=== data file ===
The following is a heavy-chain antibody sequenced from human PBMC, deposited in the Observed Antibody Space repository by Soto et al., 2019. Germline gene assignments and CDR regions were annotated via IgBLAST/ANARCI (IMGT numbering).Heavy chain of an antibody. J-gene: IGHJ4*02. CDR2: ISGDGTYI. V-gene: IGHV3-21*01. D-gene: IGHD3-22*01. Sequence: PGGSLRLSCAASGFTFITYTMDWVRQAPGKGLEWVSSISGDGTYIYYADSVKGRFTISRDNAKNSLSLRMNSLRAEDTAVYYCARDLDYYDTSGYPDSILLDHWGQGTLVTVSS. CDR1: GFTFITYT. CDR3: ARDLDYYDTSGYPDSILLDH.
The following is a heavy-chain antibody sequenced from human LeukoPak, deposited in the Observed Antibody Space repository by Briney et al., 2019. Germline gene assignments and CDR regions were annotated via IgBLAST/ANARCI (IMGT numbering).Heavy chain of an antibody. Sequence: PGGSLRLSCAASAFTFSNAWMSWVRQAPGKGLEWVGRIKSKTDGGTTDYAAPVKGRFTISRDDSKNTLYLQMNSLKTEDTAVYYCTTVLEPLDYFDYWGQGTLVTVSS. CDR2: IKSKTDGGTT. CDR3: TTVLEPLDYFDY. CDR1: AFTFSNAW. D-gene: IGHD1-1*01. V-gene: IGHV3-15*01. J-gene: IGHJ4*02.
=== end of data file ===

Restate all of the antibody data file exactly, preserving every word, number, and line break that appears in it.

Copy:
The following is a heavy-chain antibody sequenced from human PBMC, deposited in the Observed Antibody Space repository by Soto et al., 2019. Germline gene assignments and CDR regions were annotated via IgBLAST/ANARCI (IMGT numbering).Heavy chain of an antibody. J-gene: IGHJ4*02. CDR2: ISGDGTYI. V-gene: IGHV3-21*01. D-gene: IGHD3-22*01. Sequence: PGGSLRLSCAASGFTFITYTMDWVRQAPGKGLEWVSSISGDGTYIYYADSVKGRFTISRDNAKNSLSLRMNSLRAEDTAVYYCARDLDYYDTSGYPDSILLDHWGQGTLVTVSS. CDR1: GFTFITYT. CDR3: ARDLDYYDTSGYPDSILLDH.
The following is a heavy-chain antibody sequenced from human LeukoPak, deposited in the Observed Antibody Space repository by Briney et al., 2019. Germline gene assignments and CDR regions were annotated via IgBLAST/ANARCI (IMGT numbering).Heavy chain of an antibody. Sequence: PGGSLRLSCAASAFTFSNAWMSWVRQAPGKGLEWVGRIKSKTDGGTTDYAAPVKGRFTISRDDSKNTLYLQMNSLKTEDTAVYYCTTVLEPLDYFDYWGQGTLVTVSS. CDR2: IKSKTDGGTT. CDR3: TTVLEPLDYFDY. CDR1: AFTFSNAW. D-gene: IGHD1-1*01. V-gene: IGHV3-15*01. J-gene: IGHJ4*02.